Wren 300, a city full of people

Thomas Whiting of St Botolph Aldgate

Thomas Whiting




St Botolph Aldgate

Researched by Clifford Godfrey

Thomas Whiting and his family lived in a large house at Houndsditch, in the parish of St Botolph Aldgate. Thomas was a highly successful joiner who rose to become Master of the Joiners’ Company in 1677.

Thomas was employed on pageants for three of the annual Lord Mayor’s Shows, constructing sets and stages on major streets where allegorical figures would sing and recite poems and speeches.

Joiner or Cabinet maker (Schrijnwerker), Caspar Luyken, after Jan Luyken, 1694 - Rijksmuseum

His most prestigious commission in the City was probably in 1661 for his work on the four one hundred foot height triumphal arches built for King Charles II’s coronation procession. Following the Great Fire of London Thomas worked on three Wren Churches: St Edmund the King, St Mary-Le-Bow and St Olave Jewry. He also designed and rebuilt Brewers’ Hall.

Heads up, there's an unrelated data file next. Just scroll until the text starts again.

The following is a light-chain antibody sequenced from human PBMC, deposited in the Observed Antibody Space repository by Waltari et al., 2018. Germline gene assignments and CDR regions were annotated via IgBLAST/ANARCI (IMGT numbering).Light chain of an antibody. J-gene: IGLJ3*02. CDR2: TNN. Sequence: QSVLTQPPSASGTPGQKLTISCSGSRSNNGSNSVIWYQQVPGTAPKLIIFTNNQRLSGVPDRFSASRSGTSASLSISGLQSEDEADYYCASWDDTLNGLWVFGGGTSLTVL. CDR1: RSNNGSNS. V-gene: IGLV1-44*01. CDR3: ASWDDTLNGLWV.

Whiting is commemorated in St Botolph’s with an ornate plaque recording his 1676 gift of an organ which was later replaced by the current one. He died in 1679 and was buried in the church, with his donation of the organ recorded in the burial register.


Local churches were the focal point of sixteenth-century City life. Weekly worship and all the milestones of parishioners’ lives took place here: christenings, marriages and funerals. Many churches were lost in the Great Fire.

Read the stories of four that either survived or succumbed to the flames, and how they reemerged from the ruins.

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